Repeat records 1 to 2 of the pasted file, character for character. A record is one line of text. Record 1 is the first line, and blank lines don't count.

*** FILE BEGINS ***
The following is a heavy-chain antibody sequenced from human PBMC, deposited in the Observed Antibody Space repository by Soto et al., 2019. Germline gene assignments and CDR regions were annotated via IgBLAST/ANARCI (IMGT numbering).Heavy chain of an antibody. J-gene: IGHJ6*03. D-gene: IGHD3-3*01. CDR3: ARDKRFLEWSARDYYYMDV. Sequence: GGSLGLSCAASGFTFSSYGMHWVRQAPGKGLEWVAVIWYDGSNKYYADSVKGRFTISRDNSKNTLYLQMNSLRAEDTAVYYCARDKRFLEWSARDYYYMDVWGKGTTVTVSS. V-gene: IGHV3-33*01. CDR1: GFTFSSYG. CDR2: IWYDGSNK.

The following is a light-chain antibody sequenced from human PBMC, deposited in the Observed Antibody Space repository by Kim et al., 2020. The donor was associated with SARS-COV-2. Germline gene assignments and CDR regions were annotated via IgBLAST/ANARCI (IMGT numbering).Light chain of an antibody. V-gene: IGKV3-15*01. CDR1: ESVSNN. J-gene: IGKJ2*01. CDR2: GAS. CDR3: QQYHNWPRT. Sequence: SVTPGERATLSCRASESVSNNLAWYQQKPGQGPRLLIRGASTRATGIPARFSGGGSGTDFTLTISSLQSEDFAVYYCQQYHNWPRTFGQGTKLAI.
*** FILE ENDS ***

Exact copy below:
The following is a heavy-chain antibody sequenced from human PBMC, deposited in the Observed Antibody Space repository by Soto et al., 2019. Germline gene assignments and CDR regions were annotated via IgBLAST/ANARCI (IMGT numbering).Heavy chain of an antibody. J-gene: IGHJ6*03. D-gene: IGHD3-3*01. CDR3: ARDKRFLEWSARDYYYMDV. Sequence: GGSLGLSCAASGFTFSSYGMHWVRQAPGKGLEWVAVIWYDGSNKYYADSVKGRFTISRDNSKNTLYLQMNSLRAEDTAVYYCARDKRFLEWSARDYYYMDVWGKGTTVTVSS. V-gene: IGHV3-33*01. CDR1: GFTFSSYG. CDR2: IWYDGSNK.

The following is a light-chain antibody sequenced from human PBMC, deposited in the Observed Antibody Space repository by Kim et al., 2020. The donor was associated with SARS-COV-2. Germline gene assignments and CDR regions were annotated via IgBLAST/ANARCI (IMGT numbering).Light chain of an antibody. V-gene: IGKV3-15*01. CDR1: ESVSNN. J-gene: IGKJ2*01. CDR2: GAS. CDR3: QQYHNWPRT. Sequence: SVTPGERATLSCRASESVSNNLAWYQQKPGQGPRLLIRGASTRATGIPARFSGGGSGTDFTLTISSLQSEDFAVYYCQQYHNWPRTFGQGTKLAI.